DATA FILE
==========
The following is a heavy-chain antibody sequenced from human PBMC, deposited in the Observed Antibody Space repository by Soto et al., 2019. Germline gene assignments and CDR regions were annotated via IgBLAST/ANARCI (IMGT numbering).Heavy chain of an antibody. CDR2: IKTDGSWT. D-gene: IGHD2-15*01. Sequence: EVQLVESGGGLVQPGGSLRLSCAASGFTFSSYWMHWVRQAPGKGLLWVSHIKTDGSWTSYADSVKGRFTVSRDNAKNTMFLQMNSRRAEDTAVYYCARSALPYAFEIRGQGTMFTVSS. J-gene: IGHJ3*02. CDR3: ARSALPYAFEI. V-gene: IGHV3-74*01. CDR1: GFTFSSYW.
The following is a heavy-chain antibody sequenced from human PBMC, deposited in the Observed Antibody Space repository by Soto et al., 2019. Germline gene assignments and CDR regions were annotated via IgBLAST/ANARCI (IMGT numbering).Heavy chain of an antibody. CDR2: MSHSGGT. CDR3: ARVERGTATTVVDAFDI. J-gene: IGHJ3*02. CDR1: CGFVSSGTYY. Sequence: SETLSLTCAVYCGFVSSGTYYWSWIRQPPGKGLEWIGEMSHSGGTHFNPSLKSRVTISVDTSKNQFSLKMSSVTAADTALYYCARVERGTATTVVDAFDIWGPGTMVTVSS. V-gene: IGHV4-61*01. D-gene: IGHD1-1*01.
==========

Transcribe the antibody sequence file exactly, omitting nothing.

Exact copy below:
The following is a heavy-chain antibody sequenced from human PBMC, deposited in the Observed Antibody Space repository by Soto et al., 2019. Germline gene assignments and CDR regions were annotated via IgBLAST/ANARCI (IMGT numbering).Heavy chain of an antibody. CDR2: IKTDGSWT. D-gene: IGHD2-15*01. Sequence: EVQLVESGGGLVQPGGSLRLSCAASGFTFSSYWMHWVRQAPGKGLLWVSHIKTDGSWTSYADSVKGRFTVSRDNAKNTMFLQMNSRRAEDTAVYYCARSALPYAFEIRGQGTMFTVSS. J-gene: IGHJ3*02. CDR3: ARSALPYAFEI. V-gene: IGHV3-74*01. CDR1: GFTFSSYW.
The following is a heavy-chain antibody sequenced from human PBMC, deposited in the Observed Antibody Space repository by Soto et al., 2019. Germline gene assignments and CDR regions were annotated via IgBLAST/ANARCI (IMGT numbering).Heavy chain of an antibody. CDR2: MSHSGGT. CDR3: ARVERGTATTVVDAFDI. J-gene: IGHJ3*02. CDR1: CGFVSSGTYY. Sequence: SETLSLTCAVYCGFVSSGTYYWSWIRQPPGKGLEWIGEMSHSGGTHFNPSLKSRVTISVDTSKNQFSLKMSSVTAADTALYYCARVERGTATTVVDAFDIWGPGTMVTVSS. V-gene: IGHV4-61*01. D-gene: IGHD1-1*01.